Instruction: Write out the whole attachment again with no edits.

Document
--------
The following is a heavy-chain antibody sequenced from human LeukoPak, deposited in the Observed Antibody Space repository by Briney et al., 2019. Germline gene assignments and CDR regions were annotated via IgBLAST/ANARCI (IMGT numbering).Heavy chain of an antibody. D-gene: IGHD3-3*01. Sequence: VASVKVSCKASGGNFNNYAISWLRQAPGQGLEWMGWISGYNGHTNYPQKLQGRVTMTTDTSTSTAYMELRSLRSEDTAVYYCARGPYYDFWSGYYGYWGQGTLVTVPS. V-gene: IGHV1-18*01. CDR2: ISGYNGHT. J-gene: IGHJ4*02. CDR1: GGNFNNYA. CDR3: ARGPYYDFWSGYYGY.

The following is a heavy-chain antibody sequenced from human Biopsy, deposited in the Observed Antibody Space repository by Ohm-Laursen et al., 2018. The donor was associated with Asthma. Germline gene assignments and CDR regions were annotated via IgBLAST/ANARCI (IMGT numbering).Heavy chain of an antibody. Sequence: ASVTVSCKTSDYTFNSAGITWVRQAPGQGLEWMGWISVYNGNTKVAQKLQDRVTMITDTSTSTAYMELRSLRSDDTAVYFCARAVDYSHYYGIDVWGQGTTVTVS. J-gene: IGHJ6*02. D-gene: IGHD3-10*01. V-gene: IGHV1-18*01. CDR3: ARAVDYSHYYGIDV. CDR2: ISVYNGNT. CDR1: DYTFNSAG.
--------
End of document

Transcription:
The following is a heavy-chain antibody sequenced from human LeukoPak, deposited in the Observed Antibody Space repository by Briney et al., 2019. Germline gene assignments and CDR regions were annotated via IgBLAST/ANARCI (IMGT numbering).Heavy chain of an antibody. D-gene: IGHD3-3*01. Sequence: VASVKVSCKASGGNFNNYAISWLRQAPGQGLEWMGWISGYNGHTNYPQKLQGRVTMTTDTSTSTAYMELRSLRSEDTAVYYCARGPYYDFWSGYYGYWGQGTLVTVPS. V-gene: IGHV1-18*01. CDR2: ISGYNGHT. J-gene: IGHJ4*02. CDR1: GGNFNNYA. CDR3: ARGPYYDFWSGYYGY.

The following is a heavy-chain antibody sequenced from human Biopsy, deposited in the Observed Antibody Space repository by Ohm-Laursen et al., 2018. The donor was associated with Asthma. Germline gene assignments and CDR regions were annotated via IgBLAST/ANARCI (IMGT numbering).Heavy chain of an antibody. Sequence: ASVTVSCKTSDYTFNSAGITWVRQAPGQGLEWMGWISVYNGNTKVAQKLQDRVTMITDTSTSTAYMELRSLRSDDTAVYFCARAVDYSHYYGIDVWGQGTTVTVS. J-gene: IGHJ6*02. D-gene: IGHD3-10*01. V-gene: IGHV1-18*01. CDR3: ARAVDYSHYYGIDV. CDR2: ISVYNGNT. CDR1: DYTFNSAG.